Click thru to use the Washington Post translator of one city’s temperature to a different city.
London hit 104 degrees.
That’s like 115 degrees in Houston.
July 23 at 1:06 p.m.
This July, temperatures in London and Hamburg in northern Germany teetered over an edge that seemed unthinkable in previous centuries: 104 degrees (40 Celsius).
In large areas of the western and central United States, where temperatures routinely exceed 105 (40.5 Celsius), that may not seem particularly hot. But London and Hamburg are northern, maritime climates, where average July high temperatures are in the mid-70s (23 to 25 Celsius), and they don’t have close counterparts in the Lower 48 states.
To translate these records to cities in America, The Washington Post and the nonprofit Climate Central calculated how much warmer the record was relative to extreme high temperatures in London for the month of July.
104°F in London is like 129°F in Phoenix
104° in London
129° in Phoenix
110° in Orlando
113° in New York City
London and Hamburg are located near the equivalent latitudes of Calgary and Edmonton in North America and are within 50 miles of the chilly North Sea. They are nothing like relatively arid, landlocked southern cities such as Phoenix, Las Vegas, Dallas and Oklahoma City, where temperatures reached 110 this week. Even Seattle, Green Bay, Wis., and Portland, Maine, have warmer July average highs — around 80 degrees.
London was one of at least 34 locations in Britain to surpass the U.K.’s previous all-time highest temperature — 101.7 degrees or 38.7 Celsius. The country sweltered under the heat, as the British people and infrastructure are not accustomed to such extremes. Steel rails in London expanded and buckled, while roads in Cambridge softened and bended. People flocked to cool off in public swimming pools or air-conditioned public spaces, as fewer than 5 percent of homes have air conditioning according to government estimates.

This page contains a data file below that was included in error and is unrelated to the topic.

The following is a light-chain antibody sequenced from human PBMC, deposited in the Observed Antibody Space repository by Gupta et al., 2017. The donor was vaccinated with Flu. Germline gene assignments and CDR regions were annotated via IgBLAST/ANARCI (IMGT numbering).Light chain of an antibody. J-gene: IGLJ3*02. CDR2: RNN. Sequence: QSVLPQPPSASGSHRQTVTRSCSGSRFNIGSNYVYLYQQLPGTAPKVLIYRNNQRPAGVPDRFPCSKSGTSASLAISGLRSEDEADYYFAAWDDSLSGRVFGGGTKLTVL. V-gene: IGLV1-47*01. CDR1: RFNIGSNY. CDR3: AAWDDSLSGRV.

The heat is a preview of extreme temperatures to come in the warming climate. The U.K. Met Office found that the country is now 10 times more likely to experience 40 Celsius than in a world untouched by human-caused climate change, emphasizing the need for better climate adaptation in the country.
105°F in Madrid is like 120°F in Phoenix
105° in Madrid
120° in Phoenix
101° in Orlando
104° in New York City
The heat wave swept over the Iberian Peninsula last week, and Madrid matched its highest temperature on record: 105 degrees (40.7 Celsius). The mercury rose even higher in northwestern Spain, surpassing 109 degrees (43 Celsius) to set all-time records in Ourense and Ribadavia.
Temperatures remained warm through the night, and Madrid also experienced its hottest night on record at 79.1 degrees (26.2 Celsius). Elevated nighttime temperatures prevent people from cooling down and can increase heat stress, which can lead to heat exhaustion, strokes and death. In the last week, nearly 900 people in Spain have died of heat-related illnesses.
Combined with dry conditions, the extreme heat has also sparked wildfires that have consumed tens of thousands of hectares.
91°F in Dublin is like 127°F in Phoenix
91° in Dublin
127° in Phoenix
108° in Orlando
111° in New York City
Dublin set a new July record at 91.4 degrees (33 Celsius), the country’s highest temperature in the 21st century. Huge crowds cooled down at beaches, and at least one wildfire appeared about 15 miles south of the Irish capital. The heat wave was intense but short-lived, with showers returning to the region this week.
Adrián Blanco Ramos and Kasha Patel contributed to this report.
About this story
The Washington Post and Climate Central calculated how much warmer each city’s record temperature was relative to the 99th percentile July high temperature from 1970 to 2021. Temperature data from London’s Heathrow Airport were used from 1973 to 2021. Temperature data is from the Global Historical Climatology Network.